Izzat, the secretary-general of the Islamist movement's Guidance Office, was detained on 22 May as part of a crackdown on the Brotherhood a few days before a referendum on a constitutional amendment introducing presidential elections with more than one candidate.
He was released late on Saturday, said an official in Cairo on Sunday.
A Brotherhood official on Sunday denied there was a deal with the government to release key members of the movement who have been detained for months.
"The announced movement's position to participate in the election is in favour of the nation and the people," said Brotherhood General Adviser Muhammad Mahdi Akif.
The Brotherhood, which is Egypt's largest opposition group but which the government refuses to recognise, had called for a boycott of the referendum because of the conditions limiting independent presidential candidates.
Because of the restrictions, the Brotherhood does not have a candidate among the nine opposition politicians challenging President Hosni Mubarak, who is seeking a fifth six-year term in the elections on 7 September.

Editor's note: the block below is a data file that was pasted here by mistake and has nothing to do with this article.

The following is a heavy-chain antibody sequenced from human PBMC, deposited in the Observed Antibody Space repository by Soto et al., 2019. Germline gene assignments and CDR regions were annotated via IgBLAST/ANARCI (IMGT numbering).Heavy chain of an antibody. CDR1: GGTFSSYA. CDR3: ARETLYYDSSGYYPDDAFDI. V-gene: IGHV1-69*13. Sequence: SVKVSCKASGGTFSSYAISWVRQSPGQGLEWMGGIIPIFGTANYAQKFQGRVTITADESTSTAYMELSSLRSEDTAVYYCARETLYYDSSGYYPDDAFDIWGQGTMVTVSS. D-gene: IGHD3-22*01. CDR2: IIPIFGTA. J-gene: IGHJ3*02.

But the Brotherhood, its eyes on parliamentary elections in November, has advised its members to take part in the presidential elections and to vote for the candidate of their own choice.
Izzat, who is among the top four members of the Islamist movement, was the most senior Brotherhood member detained in a crackdown which began in March, when the movement started a series of street protests for political reform.
Another leading Muslim Brother, Issam al-Irian, remains in detention.
Izzat paid bail of 2000 Egyptian pounds ($350) and could still face charges, such as belonging to an illegal organisation, the official sources said.